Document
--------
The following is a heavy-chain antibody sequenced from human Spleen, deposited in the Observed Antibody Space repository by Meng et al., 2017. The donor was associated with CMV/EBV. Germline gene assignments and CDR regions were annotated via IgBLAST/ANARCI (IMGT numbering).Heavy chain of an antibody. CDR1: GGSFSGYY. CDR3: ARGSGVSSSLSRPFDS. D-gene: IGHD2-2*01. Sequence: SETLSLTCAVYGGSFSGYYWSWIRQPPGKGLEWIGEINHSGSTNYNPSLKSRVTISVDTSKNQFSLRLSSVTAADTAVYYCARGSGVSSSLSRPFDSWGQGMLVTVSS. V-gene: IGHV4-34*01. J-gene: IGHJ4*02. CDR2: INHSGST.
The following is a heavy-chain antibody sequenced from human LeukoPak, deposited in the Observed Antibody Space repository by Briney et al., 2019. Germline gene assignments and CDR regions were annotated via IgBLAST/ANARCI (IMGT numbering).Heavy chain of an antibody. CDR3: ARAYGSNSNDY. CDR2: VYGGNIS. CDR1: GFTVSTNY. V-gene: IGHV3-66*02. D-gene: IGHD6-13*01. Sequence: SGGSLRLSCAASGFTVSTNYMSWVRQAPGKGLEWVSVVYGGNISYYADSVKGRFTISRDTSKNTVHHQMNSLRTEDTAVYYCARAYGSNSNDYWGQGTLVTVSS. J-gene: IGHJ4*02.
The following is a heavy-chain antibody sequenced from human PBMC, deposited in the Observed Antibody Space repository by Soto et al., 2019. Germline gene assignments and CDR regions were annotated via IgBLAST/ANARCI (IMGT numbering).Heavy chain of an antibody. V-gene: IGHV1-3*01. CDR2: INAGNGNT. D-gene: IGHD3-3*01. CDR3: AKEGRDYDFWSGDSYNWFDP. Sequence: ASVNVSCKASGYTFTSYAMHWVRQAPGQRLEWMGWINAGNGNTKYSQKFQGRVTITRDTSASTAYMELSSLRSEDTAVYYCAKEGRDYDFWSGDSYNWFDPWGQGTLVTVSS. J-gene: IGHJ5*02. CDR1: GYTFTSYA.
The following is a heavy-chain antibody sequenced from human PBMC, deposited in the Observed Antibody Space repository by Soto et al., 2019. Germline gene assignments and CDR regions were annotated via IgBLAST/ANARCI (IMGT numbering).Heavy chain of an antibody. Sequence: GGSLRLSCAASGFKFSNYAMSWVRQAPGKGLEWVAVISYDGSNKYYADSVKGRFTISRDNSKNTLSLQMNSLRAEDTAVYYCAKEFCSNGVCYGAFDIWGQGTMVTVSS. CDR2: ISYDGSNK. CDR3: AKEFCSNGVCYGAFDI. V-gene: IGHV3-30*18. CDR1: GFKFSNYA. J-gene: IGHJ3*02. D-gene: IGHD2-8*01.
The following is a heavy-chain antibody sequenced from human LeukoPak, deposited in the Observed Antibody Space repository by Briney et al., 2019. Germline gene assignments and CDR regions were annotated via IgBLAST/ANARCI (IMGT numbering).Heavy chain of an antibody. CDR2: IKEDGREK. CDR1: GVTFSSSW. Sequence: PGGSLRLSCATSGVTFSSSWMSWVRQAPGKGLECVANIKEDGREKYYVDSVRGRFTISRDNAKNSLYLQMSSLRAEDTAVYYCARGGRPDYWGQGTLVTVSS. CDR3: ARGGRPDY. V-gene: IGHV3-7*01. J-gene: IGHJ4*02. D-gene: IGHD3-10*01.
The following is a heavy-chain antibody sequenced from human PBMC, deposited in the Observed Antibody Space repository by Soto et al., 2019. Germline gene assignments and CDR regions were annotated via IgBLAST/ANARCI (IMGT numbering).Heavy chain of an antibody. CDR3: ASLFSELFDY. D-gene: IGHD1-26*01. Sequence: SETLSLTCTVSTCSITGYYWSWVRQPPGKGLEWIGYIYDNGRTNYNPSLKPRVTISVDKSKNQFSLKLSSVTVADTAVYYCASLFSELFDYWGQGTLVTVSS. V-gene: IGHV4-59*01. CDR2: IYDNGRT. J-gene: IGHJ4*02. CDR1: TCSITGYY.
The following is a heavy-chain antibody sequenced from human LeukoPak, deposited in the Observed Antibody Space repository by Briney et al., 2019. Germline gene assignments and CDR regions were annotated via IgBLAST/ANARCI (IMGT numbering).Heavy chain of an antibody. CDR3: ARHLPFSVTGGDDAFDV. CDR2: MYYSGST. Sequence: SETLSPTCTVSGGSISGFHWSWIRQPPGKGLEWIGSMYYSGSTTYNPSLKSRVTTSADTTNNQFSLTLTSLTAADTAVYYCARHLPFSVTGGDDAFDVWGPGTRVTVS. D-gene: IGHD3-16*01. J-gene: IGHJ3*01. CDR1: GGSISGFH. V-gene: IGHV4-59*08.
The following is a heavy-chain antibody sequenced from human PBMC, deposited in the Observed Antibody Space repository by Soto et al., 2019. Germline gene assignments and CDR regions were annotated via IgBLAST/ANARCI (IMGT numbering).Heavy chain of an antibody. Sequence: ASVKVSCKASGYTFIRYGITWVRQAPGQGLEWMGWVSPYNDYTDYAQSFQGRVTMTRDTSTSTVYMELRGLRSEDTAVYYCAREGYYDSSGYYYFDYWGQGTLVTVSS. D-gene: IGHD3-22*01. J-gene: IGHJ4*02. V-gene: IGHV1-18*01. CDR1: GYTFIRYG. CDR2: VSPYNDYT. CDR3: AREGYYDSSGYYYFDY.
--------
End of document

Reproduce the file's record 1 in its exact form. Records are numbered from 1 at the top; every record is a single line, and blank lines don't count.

The following is a heavy-chain antibody sequenced from human Spleen, deposited in the Observed Antibody Space repository by Meng et al., 2017. The donor was associated with CMV/EBV. Germline gene assignments and CDR regions were annotated via IgBLAST/ANARCI (IMGT numbering).Heavy chain of an antibody. CDR1: GGSFSGYY. CDR3: ARGSGVSSSLSRPFDS. D-gene: IGHD2-2*01. Sequence: SETLSLTCAVYGGSFSGYYWSWIRQPPGKGLEWIGEINHSGSTNYNPSLKSRVTISVDTSKNQFSLRLSSVTAADTAVYYCARGSGVSSSLSRPFDSWGQGMLVTVSS. V-gene: IGHV4-34*01. J-gene: IGHJ4*02. CDR2: INHSGST.